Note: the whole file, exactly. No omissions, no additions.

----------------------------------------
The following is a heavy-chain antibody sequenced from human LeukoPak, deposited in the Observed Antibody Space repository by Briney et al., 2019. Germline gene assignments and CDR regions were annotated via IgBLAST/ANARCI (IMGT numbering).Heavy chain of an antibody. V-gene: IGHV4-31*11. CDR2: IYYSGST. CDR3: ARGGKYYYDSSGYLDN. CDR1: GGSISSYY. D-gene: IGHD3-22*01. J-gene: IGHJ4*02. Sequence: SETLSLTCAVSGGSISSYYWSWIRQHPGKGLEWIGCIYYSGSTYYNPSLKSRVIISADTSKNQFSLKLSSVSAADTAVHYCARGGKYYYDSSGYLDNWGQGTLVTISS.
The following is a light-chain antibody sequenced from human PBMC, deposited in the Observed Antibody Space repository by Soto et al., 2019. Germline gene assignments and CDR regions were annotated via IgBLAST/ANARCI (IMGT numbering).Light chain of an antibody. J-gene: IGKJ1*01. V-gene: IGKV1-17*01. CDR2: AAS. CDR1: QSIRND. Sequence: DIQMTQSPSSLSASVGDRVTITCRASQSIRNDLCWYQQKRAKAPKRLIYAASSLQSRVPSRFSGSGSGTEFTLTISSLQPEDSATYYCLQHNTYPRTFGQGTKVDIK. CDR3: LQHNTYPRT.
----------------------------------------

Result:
The following is a heavy-chain antibody sequenced from human LeukoPak, deposited in the Observed Antibody Space repository by Briney et al., 2019. Germline gene assignments and CDR regions were annotated via IgBLAST/ANARCI (IMGT numbering).Heavy chain of an antibody. V-gene: IGHV4-31*11. CDR2: IYYSGST. CDR3: ARGGKYYYDSSGYLDN. CDR1: GGSISSYY. D-gene: IGHD3-22*01. J-gene: IGHJ4*02. Sequence: SETLSLTCAVSGGSISSYYWSWIRQHPGKGLEWIGCIYYSGSTYYNPSLKSRVIISADTSKNQFSLKLSSVSAADTAVHYCARGGKYYYDSSGYLDNWGQGTLVTISS.
The following is a light-chain antibody sequenced from human PBMC, deposited in the Observed Antibody Space repository by Soto et al., 2019. Germline gene assignments and CDR regions were annotated via IgBLAST/ANARCI (IMGT numbering).Light chain of an antibody. J-gene: IGKJ1*01. V-gene: IGKV1-17*01. CDR2: AAS. CDR1: QSIRND. Sequence: DIQMTQSPSSLSASVGDRVTITCRASQSIRNDLCWYQQKRAKAPKRLIYAASSLQSRVPSRFSGSGSGTEFTLTISSLQPEDSATYYCLQHNTYPRTFGQGTKVDIK. CDR3: LQHNTYPRT.